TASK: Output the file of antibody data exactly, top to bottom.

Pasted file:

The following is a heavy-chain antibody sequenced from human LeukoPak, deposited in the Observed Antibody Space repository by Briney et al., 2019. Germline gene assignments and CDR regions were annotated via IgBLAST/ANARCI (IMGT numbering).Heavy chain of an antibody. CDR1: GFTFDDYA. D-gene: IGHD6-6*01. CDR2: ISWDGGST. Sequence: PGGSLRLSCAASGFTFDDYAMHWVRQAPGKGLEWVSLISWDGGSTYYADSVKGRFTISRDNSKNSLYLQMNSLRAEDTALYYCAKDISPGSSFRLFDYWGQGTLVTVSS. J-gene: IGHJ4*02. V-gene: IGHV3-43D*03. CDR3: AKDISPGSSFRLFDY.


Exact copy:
The following is a heavy-chain antibody sequenced from human LeukoPak, deposited in the Observed Antibody Space repository by Briney et al., 2019. Germline gene assignments and CDR regions were annotated via IgBLAST/ANARCI (IMGT numbering).Heavy chain of an antibody. CDR1: GFTFDDYA. D-gene: IGHD6-6*01. CDR2: ISWDGGST. Sequence: PGGSLRLSCAASGFTFDDYAMHWVRQAPGKGLEWVSLISWDGGSTYYADSVKGRFTISRDNSKNSLYLQMNSLRAEDTALYYCAKDISPGSSFRLFDYWGQGTLVTVSS. J-gene: IGHJ4*02. V-gene: IGHV3-43D*03. CDR3: AKDISPGSSFRLFDY.